Kubo And The Two Strings
One of the most criminally underappreciated movies of the year, from Coraline and ParaNorman makers Laika. This fantasy tale about a young one-eyed boy who sets out to complete his father’s quest, accompanied by a talking monkey and a samurai beetle, features amazing stop-motion animation. More than that, it’s a simple yet profound adventure with a multilayered story and a strong message of forgiveness at the end. An enchanting, haunting and original film that enthrals yet respects its audience.
Rogue One: A Star Wars Story
We’ve known how it ends for 40 years, but Rogue One still manages to evoke a sense of urgency and desperation in the manic ground, air and space battle that serves as its finale. Plus, it gives us a whole bunch of memorable new characters and reminds us just how bad-ass Darth Vader can be. Oh, and the ground-level mayhem wrought by the Death Star is chilling and awe-inspiring on a level the destruction of Alderaan never managed to achieve.
Foul, funny, irreverent – and that’s just the opening credits! Fortunately, the rest of the first solo movie featuring Marvel’s Merc with a Mouth lived up to the promise and star Ryan Reynolds really delivered on his promise to fans. Maybe we have this one to thank for the upcoming final Wolverine flick, Logan, being R-rated too?
A movie that should make everyone angry, about the overwhelming greed that led to the US housing bubble bursting which triggered the global financial crisis of 2007-08. A great ensemble cast, unconventional storytelling techniques and a sobering epilogue (the cycle of avarice continues!).
Captain America: Civil War
I really wanted to put Doctor Strange here but … Black Panther! Giant-Man! Spidey in a Marvel Studios movie! The best comic-book movie fight sequence since, like, ever! And a really insidious plot by the main villain, even if he didn’t seem like such great shakes as a character, to split the Avengers asunder. Sorry, Stephen. Maybe when you become one of the Illuminati… – Davin Arul
Mamat Khalid’s Rock Bro brilliantly captures what it’s like for a local rock band struggling to remain relevant in the scene. There are plenty of memorable one-liners (“Apa khabar Medan Gopeng?”), unforgettable character evolution (Zul Kapan goes from rock to rapping about cats) and of course, hilarious music video moments (Dio can’t stop interrupting Jijo’s mood in Sekelip Mata Kau Berubah). Rock Bro is a movie that we needed to get through a tumultuous year. Of course, towards the end, the comedy had to stop to make way for heartbreak. What’s important is that the movie showed how people move on when the music stops. Hey, isn’t that the best reminder about life? – Angelin Yeoh
The movie may play like an extended advertisement to promote national unity and tolerance but at the end of the day, it is one that all Malaysians probably need to watch. If not to remind us that we can all actually live in harmony, it is perhaps to reignite our passion for the local football scene. The film is inspired by true events and follows the trials and tribulations of our national football team to qualify for the 1980 Olympic Games. We cheer on the boys, cry when they shed tears and could feel in every inch of our being their yearning to do the nation proud. Wow … all that emotion directed towards a movie. Imagine if we actually show our Harimau Malaya the same support, perhaps it would spell a change in their streak. OlaBola is an absolutely feel good movie that really does remind us of the good ol’ days. – Sharmila Nair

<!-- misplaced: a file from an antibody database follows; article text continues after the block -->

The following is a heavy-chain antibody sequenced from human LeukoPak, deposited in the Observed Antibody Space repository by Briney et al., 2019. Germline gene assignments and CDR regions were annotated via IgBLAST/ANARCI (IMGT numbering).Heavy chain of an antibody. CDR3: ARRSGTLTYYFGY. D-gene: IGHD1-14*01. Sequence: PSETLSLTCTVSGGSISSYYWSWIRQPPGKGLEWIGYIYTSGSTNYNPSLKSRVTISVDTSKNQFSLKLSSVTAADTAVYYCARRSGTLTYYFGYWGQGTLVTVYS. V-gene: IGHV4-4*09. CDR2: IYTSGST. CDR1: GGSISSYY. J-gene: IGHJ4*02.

Train To Busan
Having been conditioned to shuffling zombies from the West, it’s quite shocking to see their Asian counterpart move so fast in this South Korean flick. It is scarier too as not only do these zombies turn into a living dead at a faster rate and are running, but they can bend in that creepy Ju-On-like manner. Ugh. While director Sang-ho Yeon keeps to the successful zombie formula – showing how different people fare in this horrifying situation – he confines the characters (and storytelling) within a moving train, ensuring the audience never lose track of anyone. By the time the first zombie appears, we are already invested in the passengers surviving the journey. Train To Busan proves it’s one helluva ride alright. – Mumtaj Begum
Sully is a simple but moving depiction of the landing of US Airways Flight 1549 in the Hudson River in New York. Called “miracle on the Hudson”, all 155 passengers and crew members were saved thanks to Captain Chesley “Sully” Sullenberger who decided to land the plane in the river after a flock of birds flew into its engines. One moment in particular has stayed with me: The expression on the faces of the passengers when they realise their lives are quickly slipping away and there is nothing they can do about it. The real and raw emotions delivered here are painful to watch, what with the aviation disasters that have hit so close to home. Besides the harrowing near-death experiences of these passengers, Sully is a beautiful tribute to those who risk their lives for us every day in the sky. – Kenneth Chaw
In a year filled with so much discord and conflict, it was in the animated movies of 2016 that I found myself turning to for hope. From Zootopia to Kubo And The Two Strings, I repeatedly found solace in their themes of optimism, reconciliation and building relationships – a vision not of the world as it is, but as it could be. It was near-impossible to pick just one, but Moana ultimately left the deepest impression. As someone raised on Disney’s princess movies, it was such a joy to watch the trope re-examined and reimagined, with the end result being not only empowering and hopeful, but wonderfully entertaining too. – Sharmilla Ganesan